We will also change our internal structure (processes, skills, budgets, even our organization) to better reflect our service offerings, rather than our technology components. This means adopting a matrix organizational structure, with our service-offering management structure orthogonal to the traditional IT management silos. Staff will need to develop the ability to report to two managers: the traditional technology manager and the new service-offering manager. And most important, the culture will need to change so that everyone takes to heart that it is the service-offering dimension, and not the more comfortable technology dimension, that will drive our decisions and reflect our success or failure. The adoption of the service-offering orientation of our scorecard is an early phase of this culture change.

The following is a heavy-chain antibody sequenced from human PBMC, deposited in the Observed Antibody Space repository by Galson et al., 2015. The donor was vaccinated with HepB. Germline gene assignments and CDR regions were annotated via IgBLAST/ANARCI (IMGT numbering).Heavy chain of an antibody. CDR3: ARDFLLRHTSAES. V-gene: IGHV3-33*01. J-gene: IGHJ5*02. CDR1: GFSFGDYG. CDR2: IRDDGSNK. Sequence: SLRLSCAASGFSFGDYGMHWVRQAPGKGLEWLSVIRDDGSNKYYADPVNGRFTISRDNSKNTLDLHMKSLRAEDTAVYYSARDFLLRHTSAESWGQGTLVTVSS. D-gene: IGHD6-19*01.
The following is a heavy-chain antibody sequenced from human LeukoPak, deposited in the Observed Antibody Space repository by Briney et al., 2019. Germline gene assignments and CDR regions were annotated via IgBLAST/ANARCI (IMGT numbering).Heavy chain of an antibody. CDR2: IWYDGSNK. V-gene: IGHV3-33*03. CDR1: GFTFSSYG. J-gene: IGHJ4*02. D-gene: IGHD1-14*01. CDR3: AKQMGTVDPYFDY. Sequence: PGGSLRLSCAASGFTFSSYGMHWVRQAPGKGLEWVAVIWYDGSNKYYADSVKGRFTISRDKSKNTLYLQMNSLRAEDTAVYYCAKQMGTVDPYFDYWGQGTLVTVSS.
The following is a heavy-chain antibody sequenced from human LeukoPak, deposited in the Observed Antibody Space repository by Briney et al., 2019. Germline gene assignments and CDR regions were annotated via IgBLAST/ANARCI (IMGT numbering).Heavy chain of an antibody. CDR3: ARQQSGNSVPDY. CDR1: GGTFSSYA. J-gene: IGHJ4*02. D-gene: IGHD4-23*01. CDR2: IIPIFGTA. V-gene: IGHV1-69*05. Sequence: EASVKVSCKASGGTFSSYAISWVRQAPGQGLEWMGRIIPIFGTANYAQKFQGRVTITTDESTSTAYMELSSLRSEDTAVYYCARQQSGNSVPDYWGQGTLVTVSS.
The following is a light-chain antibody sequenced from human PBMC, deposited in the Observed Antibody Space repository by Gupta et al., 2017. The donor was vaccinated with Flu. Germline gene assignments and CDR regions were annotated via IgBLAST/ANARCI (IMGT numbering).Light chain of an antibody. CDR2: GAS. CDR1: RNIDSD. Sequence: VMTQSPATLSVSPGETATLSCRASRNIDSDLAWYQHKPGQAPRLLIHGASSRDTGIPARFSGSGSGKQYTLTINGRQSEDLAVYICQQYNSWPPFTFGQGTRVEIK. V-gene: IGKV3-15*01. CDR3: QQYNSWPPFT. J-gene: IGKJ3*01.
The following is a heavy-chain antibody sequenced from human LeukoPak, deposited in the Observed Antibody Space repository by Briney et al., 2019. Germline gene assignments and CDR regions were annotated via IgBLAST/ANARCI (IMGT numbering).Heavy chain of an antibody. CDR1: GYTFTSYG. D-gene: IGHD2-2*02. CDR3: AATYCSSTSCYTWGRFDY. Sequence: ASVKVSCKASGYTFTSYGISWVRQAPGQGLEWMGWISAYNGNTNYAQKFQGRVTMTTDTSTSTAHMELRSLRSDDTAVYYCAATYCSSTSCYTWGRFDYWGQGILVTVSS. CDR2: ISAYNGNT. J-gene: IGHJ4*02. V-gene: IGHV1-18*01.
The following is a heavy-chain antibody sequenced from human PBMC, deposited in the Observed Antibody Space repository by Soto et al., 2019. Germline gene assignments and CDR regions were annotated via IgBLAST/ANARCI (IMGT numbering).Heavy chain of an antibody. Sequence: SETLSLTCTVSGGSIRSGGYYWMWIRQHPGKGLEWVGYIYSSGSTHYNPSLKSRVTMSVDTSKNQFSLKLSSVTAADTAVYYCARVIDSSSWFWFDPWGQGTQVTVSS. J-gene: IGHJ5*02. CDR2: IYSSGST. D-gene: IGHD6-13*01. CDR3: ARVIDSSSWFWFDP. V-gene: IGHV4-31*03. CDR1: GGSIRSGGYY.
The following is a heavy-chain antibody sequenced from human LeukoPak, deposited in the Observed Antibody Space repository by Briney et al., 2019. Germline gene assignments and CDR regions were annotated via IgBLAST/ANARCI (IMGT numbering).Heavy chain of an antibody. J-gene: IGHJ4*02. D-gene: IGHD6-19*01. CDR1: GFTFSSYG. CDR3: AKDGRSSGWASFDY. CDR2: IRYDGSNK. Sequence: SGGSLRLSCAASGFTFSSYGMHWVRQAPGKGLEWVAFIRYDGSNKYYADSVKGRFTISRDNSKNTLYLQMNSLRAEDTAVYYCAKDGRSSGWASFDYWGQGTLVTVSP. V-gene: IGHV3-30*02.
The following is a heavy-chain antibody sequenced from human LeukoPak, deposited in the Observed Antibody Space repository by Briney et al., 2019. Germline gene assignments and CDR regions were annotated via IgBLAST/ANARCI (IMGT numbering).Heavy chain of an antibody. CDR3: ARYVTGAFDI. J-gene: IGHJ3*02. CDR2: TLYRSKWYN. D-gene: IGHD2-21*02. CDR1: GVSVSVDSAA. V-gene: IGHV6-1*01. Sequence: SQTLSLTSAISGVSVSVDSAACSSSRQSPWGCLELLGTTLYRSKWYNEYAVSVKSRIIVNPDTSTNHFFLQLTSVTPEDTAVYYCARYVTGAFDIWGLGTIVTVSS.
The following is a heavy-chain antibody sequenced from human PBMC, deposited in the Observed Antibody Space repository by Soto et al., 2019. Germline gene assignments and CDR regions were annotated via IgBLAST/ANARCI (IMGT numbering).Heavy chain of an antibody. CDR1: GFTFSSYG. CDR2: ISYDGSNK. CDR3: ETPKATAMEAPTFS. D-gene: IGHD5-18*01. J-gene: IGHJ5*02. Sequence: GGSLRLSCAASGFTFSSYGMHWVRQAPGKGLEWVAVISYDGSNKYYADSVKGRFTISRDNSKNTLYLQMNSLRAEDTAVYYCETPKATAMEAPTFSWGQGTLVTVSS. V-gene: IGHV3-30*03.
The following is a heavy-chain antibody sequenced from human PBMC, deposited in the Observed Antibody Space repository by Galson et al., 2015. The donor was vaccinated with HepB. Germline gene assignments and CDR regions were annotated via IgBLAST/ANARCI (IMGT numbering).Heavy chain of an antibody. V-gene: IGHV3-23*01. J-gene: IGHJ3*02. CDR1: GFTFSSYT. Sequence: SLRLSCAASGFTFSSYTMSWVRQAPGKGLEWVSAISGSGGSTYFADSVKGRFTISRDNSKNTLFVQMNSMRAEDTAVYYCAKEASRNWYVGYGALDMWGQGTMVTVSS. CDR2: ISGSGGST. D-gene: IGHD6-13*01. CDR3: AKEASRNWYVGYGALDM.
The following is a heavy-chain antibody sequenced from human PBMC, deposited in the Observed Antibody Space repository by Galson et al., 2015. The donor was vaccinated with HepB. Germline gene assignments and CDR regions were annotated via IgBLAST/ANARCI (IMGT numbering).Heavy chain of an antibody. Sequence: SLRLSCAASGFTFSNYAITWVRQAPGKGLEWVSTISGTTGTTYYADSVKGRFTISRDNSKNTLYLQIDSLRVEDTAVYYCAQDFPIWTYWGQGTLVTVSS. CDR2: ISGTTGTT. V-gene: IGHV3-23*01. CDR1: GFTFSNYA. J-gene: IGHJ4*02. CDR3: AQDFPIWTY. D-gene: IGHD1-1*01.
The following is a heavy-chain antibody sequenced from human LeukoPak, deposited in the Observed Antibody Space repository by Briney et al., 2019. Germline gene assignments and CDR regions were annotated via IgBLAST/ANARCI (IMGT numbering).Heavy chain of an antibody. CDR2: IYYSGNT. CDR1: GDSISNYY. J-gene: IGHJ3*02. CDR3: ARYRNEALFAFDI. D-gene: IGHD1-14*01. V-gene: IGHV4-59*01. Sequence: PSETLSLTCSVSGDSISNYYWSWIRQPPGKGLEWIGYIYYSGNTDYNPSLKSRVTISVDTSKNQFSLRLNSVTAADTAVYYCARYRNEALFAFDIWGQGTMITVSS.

We recognize that if the IT scorecard is to be more than a simple report — that is, if it is to represent the core of who we are and what we do — then its refinement will be an ongoing process, and not just another short-term project. It is our goal to use the scorecard as the rallying point for improvements in IT service and beneficial change for our company as a whole.
Reprint No. 04101
George Tillmann (firstname.lastname@example.org) is a vice president with Booz Allen Hamilton in McLean, Va. He spent his first 17 years at the firm as a management consultant specializing in information technology, and the last four years as its chief information officer.